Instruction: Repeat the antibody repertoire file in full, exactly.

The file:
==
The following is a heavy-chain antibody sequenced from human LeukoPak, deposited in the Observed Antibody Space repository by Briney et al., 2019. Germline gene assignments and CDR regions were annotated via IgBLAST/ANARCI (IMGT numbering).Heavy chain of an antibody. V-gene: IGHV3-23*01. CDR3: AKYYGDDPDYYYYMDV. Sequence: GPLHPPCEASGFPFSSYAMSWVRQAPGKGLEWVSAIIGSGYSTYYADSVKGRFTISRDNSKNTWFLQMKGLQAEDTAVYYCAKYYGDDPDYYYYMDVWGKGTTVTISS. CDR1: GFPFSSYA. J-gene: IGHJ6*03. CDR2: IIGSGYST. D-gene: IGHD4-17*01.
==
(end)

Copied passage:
The following is a heavy-chain antibody sequenced from human LeukoPak, deposited in the Observed Antibody Space repository by Briney et al., 2019. Germline gene assignments and CDR regions were annotated via IgBLAST/ANARCI (IMGT numbering).Heavy chain of an antibody. V-gene: IGHV3-23*01. CDR3: AKYYGDDPDYYYYMDV. Sequence: GPLHPPCEASGFPFSSYAMSWVRQAPGKGLEWVSAIIGSGYSTYYADSVKGRFTISRDNSKNTWFLQMKGLQAEDTAVYYCAKYYGDDPDYYYYMDVWGKGTTVTISS. CDR1: GFPFSSYA. J-gene: IGHJ6*03. CDR2: IIGSGYST. D-gene: IGHD4-17*01.